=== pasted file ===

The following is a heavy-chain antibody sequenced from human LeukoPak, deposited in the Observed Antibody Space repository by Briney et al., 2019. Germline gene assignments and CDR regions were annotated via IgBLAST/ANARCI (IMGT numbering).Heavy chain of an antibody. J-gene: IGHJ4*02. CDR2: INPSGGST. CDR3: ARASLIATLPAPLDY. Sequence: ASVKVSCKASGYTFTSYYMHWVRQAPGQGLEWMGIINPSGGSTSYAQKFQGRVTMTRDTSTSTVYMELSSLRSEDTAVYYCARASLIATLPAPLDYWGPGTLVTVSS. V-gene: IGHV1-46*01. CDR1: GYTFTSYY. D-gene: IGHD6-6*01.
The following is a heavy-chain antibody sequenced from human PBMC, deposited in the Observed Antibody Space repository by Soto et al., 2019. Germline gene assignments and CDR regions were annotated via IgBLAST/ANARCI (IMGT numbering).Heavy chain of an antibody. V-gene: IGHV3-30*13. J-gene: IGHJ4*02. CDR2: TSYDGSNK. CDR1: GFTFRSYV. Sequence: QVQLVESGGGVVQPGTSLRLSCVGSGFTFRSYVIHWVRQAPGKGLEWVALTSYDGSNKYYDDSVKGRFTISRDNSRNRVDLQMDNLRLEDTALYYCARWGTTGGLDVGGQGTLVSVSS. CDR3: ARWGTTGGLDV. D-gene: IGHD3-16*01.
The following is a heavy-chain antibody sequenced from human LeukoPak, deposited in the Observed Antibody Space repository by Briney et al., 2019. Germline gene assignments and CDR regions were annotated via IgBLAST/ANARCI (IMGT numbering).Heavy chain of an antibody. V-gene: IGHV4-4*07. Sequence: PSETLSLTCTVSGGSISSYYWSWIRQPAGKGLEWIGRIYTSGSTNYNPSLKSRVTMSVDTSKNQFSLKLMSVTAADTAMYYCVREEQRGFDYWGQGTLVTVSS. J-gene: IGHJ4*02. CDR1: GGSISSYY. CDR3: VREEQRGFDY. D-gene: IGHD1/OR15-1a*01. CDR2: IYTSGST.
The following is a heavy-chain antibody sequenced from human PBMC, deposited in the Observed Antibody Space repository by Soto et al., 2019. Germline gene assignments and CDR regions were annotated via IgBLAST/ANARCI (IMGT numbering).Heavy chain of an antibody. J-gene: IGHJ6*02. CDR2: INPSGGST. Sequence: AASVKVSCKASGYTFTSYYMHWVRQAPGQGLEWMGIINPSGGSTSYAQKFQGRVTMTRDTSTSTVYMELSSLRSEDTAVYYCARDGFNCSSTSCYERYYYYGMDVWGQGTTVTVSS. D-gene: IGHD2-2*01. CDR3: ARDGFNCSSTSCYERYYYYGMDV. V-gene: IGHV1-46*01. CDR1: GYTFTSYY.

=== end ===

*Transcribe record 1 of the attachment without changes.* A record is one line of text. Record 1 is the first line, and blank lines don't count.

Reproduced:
The following is a heavy-chain antibody sequenced from human LeukoPak, deposited in the Observed Antibody Space repository by Briney et al., 2019. Germline gene assignments and CDR regions were annotated via IgBLAST/ANARCI (IMGT numbering).Heavy chain of an antibody. J-gene: IGHJ4*02. CDR2: INPSGGST. CDR3: ARASLIATLPAPLDY. Sequence: ASVKVSCKASGYTFTSYYMHWVRQAPGQGLEWMGIINPSGGSTSYAQKFQGRVTMTRDTSTSTVYMELSSLRSEDTAVYYCARASLIATLPAPLDYWGPGTLVTVSS. V-gene: IGHV1-46*01. CDR1: GYTFTSYY. D-gene: IGHD6-6*01.